15 Facts About Adriano Olivetti


Adriano Olivetti was an Italian engineer, politician, and industrialist whose entrepreneurial activity thrived on the idea that profit should be reinvested for the benefits of the whole society.


Adriano Olivetti was son of the founder of Olivetti, Camillo Olivetti, and Luisa Revel, the daughter of a prominent Waldensian pastor and scholar.


Adriano Olivetti was known worldwide during his lifetime as the Italian manufacturer of Olivetti typewriters, calculators, and computers.


Adriano Olivetti was an entrepreneur and innovator who transformed shop-like operations into a modern factory.


The discipline and sobriety the older Adriano Olivetti imposed on his family induced rebellion in the younger Adriano Olivetti's adolescence manifested by a dislike of his father's workplace and by his studying at a polytechnic school of subjects other than the mechanical engineering that his father wanted.


Adriano Olivetti's visit to various plants in the United States, especially Remington, convinced Olivetti that productivity is a function of the organizational system.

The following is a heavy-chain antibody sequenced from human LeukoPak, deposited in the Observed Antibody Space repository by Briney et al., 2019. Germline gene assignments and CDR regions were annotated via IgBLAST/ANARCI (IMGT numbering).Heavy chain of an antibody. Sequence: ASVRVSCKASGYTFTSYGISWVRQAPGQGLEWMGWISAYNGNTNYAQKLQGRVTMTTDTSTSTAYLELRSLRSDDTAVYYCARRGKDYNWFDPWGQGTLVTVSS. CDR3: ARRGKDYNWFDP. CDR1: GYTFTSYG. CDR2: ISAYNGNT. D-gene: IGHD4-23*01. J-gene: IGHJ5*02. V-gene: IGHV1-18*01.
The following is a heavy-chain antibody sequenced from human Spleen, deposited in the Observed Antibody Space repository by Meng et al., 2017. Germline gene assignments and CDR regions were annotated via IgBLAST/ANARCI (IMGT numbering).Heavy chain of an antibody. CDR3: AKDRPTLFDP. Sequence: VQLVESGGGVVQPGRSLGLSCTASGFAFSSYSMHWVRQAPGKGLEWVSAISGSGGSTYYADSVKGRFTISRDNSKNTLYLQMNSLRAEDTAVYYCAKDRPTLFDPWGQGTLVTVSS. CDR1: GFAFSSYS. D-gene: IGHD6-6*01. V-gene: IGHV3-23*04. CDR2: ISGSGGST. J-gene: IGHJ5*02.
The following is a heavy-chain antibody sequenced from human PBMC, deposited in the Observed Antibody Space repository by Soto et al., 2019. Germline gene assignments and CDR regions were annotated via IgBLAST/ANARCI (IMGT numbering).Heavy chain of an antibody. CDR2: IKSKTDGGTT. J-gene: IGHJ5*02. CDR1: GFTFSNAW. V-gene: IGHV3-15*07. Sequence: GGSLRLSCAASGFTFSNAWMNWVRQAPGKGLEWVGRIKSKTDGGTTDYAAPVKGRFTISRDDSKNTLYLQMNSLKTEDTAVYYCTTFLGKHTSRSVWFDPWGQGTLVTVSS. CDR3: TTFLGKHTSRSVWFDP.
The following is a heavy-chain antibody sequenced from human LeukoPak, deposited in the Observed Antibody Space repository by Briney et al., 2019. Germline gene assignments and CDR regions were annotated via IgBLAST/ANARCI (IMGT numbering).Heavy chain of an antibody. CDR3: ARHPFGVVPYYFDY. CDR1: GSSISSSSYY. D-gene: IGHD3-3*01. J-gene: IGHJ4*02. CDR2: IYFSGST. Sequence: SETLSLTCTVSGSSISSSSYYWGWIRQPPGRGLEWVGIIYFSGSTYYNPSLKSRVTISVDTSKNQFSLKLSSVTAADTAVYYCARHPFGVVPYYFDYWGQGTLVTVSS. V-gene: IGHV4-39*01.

Adriano Olivetti shared with his workers the productivity gains by increasing salaries, fringe benefits, and services.


In 1931, he visited the Soviet Union and created an Advertising Department at Adriano Olivetti that worked with artists and designers.


Adriano Olivetti supervised a housing plan for the workers at Ivrea, a small city near Turin, where the Olivetti plant is still located, and a zoning proposal for the adjacent Aosta Valley.


Adriano Olivetti had contacts with representatives of Britain's Special Operations Executive.


Adriano Olivetti shared his time between business pursuits and attempts to practice and spread the utopian ideal of community life.


Adriano Olivetti's belief was that people who respect each other and their environment can avoid war and poverty.


Adriano Olivetti decreased the hours of work and increased salaries and fringe benefits.


Adriano Olivetti's corporatism succeeded in having his workers accept a company union not tied to the powerful national metallurgical trade unions.


Adriano Olivetti's era saw great changes in Italian business and in industrial relations.